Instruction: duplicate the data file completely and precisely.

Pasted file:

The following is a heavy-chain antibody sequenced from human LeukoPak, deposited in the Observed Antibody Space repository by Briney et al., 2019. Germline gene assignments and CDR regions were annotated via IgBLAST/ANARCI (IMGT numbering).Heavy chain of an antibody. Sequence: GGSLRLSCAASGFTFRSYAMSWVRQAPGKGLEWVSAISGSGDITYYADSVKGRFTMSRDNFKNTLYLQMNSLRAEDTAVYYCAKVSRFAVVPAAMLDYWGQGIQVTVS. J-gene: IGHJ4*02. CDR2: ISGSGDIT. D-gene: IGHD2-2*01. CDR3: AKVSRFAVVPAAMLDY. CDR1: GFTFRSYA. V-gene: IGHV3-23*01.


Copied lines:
The following is a heavy-chain antibody sequenced from human LeukoPak, deposited in the Observed Antibody Space repository by Briney et al., 2019. Germline gene assignments and CDR regions were annotated via IgBLAST/ANARCI (IMGT numbering).Heavy chain of an antibody. Sequence: GGSLRLSCAASGFTFRSYAMSWVRQAPGKGLEWVSAISGSGDITYYADSVKGRFTMSRDNFKNTLYLQMNSLRAEDTAVYYCAKVSRFAVVPAAMLDYWGQGIQVTVS. J-gene: IGHJ4*02. CDR2: ISGSGDIT. D-gene: IGHD2-2*01. CDR3: AKVSRFAVVPAAMLDY. CDR1: GFTFRSYA. V-gene: IGHV3-23*01.